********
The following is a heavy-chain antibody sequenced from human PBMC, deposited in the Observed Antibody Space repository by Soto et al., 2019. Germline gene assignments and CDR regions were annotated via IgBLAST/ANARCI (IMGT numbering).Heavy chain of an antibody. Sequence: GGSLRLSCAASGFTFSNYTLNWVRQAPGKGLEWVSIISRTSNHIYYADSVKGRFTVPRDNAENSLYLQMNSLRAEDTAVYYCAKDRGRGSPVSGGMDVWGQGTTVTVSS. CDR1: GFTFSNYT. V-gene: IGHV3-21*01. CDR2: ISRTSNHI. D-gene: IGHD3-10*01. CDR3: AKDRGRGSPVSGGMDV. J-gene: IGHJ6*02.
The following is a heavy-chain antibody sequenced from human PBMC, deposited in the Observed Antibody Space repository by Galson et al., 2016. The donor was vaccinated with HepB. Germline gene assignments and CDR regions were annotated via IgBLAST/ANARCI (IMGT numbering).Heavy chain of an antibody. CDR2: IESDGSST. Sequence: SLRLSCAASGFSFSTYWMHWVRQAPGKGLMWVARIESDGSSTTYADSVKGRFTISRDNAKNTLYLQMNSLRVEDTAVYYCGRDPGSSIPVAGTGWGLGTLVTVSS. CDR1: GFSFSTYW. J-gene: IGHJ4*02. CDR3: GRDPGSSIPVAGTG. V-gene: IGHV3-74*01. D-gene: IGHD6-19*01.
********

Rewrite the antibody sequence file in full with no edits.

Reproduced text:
The following is a heavy-chain antibody sequenced from human PBMC, deposited in the Observed Antibody Space repository by Soto et al., 2019. Germline gene assignments and CDR regions were annotated via IgBLAST/ANARCI (IMGT numbering).Heavy chain of an antibody. Sequence: GGSLRLSCAASGFTFSNYTLNWVRQAPGKGLEWVSIISRTSNHIYYADSVKGRFTVPRDNAENSLYLQMNSLRAEDTAVYYCAKDRGRGSPVSGGMDVWGQGTTVTVSS. CDR1: GFTFSNYT. V-gene: IGHV3-21*01. CDR2: ISRTSNHI. D-gene: IGHD3-10*01. CDR3: AKDRGRGSPVSGGMDV. J-gene: IGHJ6*02.
The following is a heavy-chain antibody sequenced from human PBMC, deposited in the Observed Antibody Space repository by Galson et al., 2016. The donor was vaccinated with HepB. Germline gene assignments and CDR regions were annotated via IgBLAST/ANARCI (IMGT numbering).Heavy chain of an antibody. CDR2: IESDGSST. Sequence: SLRLSCAASGFSFSTYWMHWVRQAPGKGLMWVARIESDGSSTTYADSVKGRFTISRDNAKNTLYLQMNSLRVEDTAVYYCGRDPGSSIPVAGTGWGLGTLVTVSS. CDR1: GFSFSTYW. J-gene: IGHJ4*02. CDR3: GRDPGSSIPVAGTG. V-gene: IGHV3-74*01. D-gene: IGHD6-19*01.